• Please pray for a Christian author, musician or publisher that you know! Thank God for what he is doing through them, and that he continue to enable them to serve him.
  • Consider supporting them financially, not giving for the results of past work, but giving so that their future time may be free to serve God, no matter what the results might be.
  • Ask them to consider giving up some of the copyrights on their works, so that through their resources God’s word might spread even further. A good possible licence might be the Creative Commons Attribution-NonCommercial-NoDerivslicence. It puts restrictions on using a work for commercial purposes and altering the work (so a work’s doctrinal orthodoxy wouldn’t be at risk) but otherwise gives you the freedom to share a work. Or perhaps they could just give the rights of the CCLI CCL and MRL to all, so that songs can be sung in church without restriction.
  • And if their business strategy so depends on royalties that their resources are only available to those who pay, challenge them to remove that dependence.
  • Finally, write to them, saying how their books or music teaches, encourages and challenges you, and that you’re supporting them prayerfully and financially (if you are).

What’s wrong with publishing ministries?

So today when I was looking at the music I was playing for church I read this, and finally realised why I think CCLI is wrong: “This score is illegal unless used with a CCLI licence. Please don’t undermine our ministry – support it!”

I’ve felt for a long time that there was something wrong with the CCLI model of music distribution, because it seemed to restrict and put up miles of red tape around what should be our free praise. But what could we do, it is what the law demands. But when I read this on the bottom of the sheet music I realised something I hadn’t before, which is that these publishers are ministries, which now makes me even more convinced that the general publishing models they have are wrong.

I wondered whether Christian music composition should really be thought of as a ministry. It’s not explicitly mentioned in the New Testament, but then there were musicians in the temple. More importantly, when it’s done well the writing of good Biblical songs should be thought of as what the Bible calls a “word ministry”.

The Bible describes and supports many forms of ministry: part time or full time, tent-making, asking for support, not asking for support. All of these are fine. What is not good is selling the gospel for personal profit (2 Corinthians 2:17.)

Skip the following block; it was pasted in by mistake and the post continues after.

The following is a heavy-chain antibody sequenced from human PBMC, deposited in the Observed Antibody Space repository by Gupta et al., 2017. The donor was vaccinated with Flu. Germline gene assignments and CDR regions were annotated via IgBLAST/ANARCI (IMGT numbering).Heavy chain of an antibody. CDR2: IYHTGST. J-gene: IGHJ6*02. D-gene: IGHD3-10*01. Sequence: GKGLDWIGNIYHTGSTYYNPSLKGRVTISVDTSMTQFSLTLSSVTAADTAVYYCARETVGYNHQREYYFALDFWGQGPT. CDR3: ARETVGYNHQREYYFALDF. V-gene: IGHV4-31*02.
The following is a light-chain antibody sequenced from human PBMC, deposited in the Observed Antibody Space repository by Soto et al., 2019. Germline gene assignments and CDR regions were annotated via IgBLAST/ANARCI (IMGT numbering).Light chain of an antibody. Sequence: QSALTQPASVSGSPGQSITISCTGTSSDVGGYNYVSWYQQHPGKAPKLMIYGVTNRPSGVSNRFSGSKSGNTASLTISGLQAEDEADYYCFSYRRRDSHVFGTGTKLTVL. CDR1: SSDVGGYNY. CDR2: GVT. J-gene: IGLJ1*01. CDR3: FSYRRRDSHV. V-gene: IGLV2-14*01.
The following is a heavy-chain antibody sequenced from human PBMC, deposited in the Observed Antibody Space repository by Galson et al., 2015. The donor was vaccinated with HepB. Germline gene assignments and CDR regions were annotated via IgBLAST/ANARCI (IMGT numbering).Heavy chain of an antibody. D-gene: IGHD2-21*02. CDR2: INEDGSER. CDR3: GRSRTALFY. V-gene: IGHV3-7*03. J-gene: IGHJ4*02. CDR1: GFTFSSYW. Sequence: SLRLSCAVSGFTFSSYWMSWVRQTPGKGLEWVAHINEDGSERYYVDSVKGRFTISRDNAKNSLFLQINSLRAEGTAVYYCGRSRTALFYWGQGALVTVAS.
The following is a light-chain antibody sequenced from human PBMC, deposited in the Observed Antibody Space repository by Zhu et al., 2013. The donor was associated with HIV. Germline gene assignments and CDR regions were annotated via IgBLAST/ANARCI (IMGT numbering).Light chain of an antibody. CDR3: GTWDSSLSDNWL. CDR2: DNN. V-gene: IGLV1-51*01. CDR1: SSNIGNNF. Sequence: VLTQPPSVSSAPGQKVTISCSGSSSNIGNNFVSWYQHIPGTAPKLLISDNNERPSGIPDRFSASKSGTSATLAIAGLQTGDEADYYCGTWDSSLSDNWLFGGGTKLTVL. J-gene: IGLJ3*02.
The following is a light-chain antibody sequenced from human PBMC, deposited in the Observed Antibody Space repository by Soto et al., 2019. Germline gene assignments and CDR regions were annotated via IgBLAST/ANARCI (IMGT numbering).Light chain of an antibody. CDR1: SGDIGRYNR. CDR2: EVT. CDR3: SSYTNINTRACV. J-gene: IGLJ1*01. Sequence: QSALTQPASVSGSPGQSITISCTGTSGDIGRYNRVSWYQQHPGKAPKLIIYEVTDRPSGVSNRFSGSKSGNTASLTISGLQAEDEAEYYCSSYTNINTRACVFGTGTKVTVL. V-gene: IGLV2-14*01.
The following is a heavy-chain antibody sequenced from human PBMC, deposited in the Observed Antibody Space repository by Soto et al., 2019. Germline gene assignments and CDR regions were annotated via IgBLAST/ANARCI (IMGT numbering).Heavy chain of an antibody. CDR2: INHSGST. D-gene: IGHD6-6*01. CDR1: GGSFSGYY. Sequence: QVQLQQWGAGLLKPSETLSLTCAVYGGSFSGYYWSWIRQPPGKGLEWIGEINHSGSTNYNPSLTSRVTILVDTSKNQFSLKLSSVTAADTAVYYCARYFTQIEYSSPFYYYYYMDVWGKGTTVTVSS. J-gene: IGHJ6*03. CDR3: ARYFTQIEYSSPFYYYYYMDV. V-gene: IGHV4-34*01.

Now I can’t say that the Bible definitely excludes the way most Christian publishers operate, but I think it does present a different way of supporting ministry. The main way is that other Christians support ministries, through prayer and financially, to enable the Christian workers to use all of their time to do God’s work freely. To receive that work is entirely free – even if you do support them. But we don’t support these authors, composers and publishers like that (usually). Instead of supporting them so they are free to work freely we instead buy the results of their ministry. And for the composers who wrote the music I played tonight there is basically no way at all in which I can benefit from their ministry other than paying for their music (or paying someone else to buy it.) This is wrong.

I am not sure I am seeing the whole Biblical picture here, and would love to be corrected. I want to call on all Christian publishers to change their distribution models. They are operating as secular publishers do, but instead they should operate as other ministry and mission agencies do – being supported by fellow Christians so they can afford their living essentials, while offering the products of their ministries for free. This doesn’t mean they have to offer their big expensive books for free, just as if you requested a copy of your church’s sermon they might ask for a dollar or two to cover the disc. But it does exclude charging much more than the cost price, because they are not getting a living from the profits of their work, but from being supported by other Christians. And there’s no reason why they can’t offer electronic copies of their resources for zero monetary cost.

Thank you to the few publishers which do offer all you have freely!